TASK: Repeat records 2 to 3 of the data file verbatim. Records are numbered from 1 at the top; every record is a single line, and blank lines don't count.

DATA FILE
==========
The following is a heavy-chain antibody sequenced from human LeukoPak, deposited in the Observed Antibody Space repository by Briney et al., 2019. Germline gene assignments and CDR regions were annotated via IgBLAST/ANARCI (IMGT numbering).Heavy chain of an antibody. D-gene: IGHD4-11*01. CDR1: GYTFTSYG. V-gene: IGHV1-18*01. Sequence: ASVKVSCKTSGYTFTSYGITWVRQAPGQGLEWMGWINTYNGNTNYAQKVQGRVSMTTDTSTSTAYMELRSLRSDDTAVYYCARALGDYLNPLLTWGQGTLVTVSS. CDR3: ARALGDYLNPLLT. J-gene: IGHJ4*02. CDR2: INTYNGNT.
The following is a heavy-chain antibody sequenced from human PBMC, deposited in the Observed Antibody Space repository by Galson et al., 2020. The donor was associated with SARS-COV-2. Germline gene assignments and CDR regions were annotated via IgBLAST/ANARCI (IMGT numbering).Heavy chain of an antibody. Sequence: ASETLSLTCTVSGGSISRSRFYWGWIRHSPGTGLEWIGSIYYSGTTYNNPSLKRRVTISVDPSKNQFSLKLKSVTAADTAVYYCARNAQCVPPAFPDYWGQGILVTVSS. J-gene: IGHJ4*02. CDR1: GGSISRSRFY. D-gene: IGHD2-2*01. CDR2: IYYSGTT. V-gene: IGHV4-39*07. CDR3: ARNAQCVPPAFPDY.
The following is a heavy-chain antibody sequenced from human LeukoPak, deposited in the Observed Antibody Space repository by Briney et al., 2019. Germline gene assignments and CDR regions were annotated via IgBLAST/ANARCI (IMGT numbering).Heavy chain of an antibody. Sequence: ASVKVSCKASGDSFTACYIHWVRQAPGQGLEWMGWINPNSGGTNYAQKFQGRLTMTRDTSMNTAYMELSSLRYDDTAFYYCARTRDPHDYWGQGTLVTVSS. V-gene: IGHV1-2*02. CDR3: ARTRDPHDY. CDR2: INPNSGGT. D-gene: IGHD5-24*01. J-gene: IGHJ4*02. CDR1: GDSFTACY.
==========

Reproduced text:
The following is a heavy-chain antibody sequenced from human PBMC, deposited in the Observed Antibody Space repository by Galson et al., 2020. The donor was associated with SARS-COV-2. Germline gene assignments and CDR regions were annotated via IgBLAST/ANARCI (IMGT numbering).Heavy chain of an antibody. Sequence: ASETLSLTCTVSGGSISRSRFYWGWIRHSPGTGLEWIGSIYYSGTTYNNPSLKRRVTISVDPSKNQFSLKLKSVTAADTAVYYCARNAQCVPPAFPDYWGQGILVTVSS. J-gene: IGHJ4*02. CDR1: GGSISRSRFY. D-gene: IGHD2-2*01. CDR2: IYYSGTT. V-gene: IGHV4-39*07. CDR3: ARNAQCVPPAFPDY.
The following is a heavy-chain antibody sequenced from human LeukoPak, deposited in the Observed Antibody Space repository by Briney et al., 2019. Germline gene assignments and CDR regions were annotated via IgBLAST/ANARCI (IMGT numbering).Heavy chain of an antibody. Sequence: ASVKVSCKASGDSFTACYIHWVRQAPGQGLEWMGWINPNSGGTNYAQKFQGRLTMTRDTSMNTAYMELSSLRYDDTAFYYCARTRDPHDYWGQGTLVTVSS. V-gene: IGHV1-2*02. CDR3: ARTRDPHDY. CDR2: INPNSGGT. D-gene: IGHD5-24*01. J-gene: IGHJ4*02. CDR1: GDSFTACY.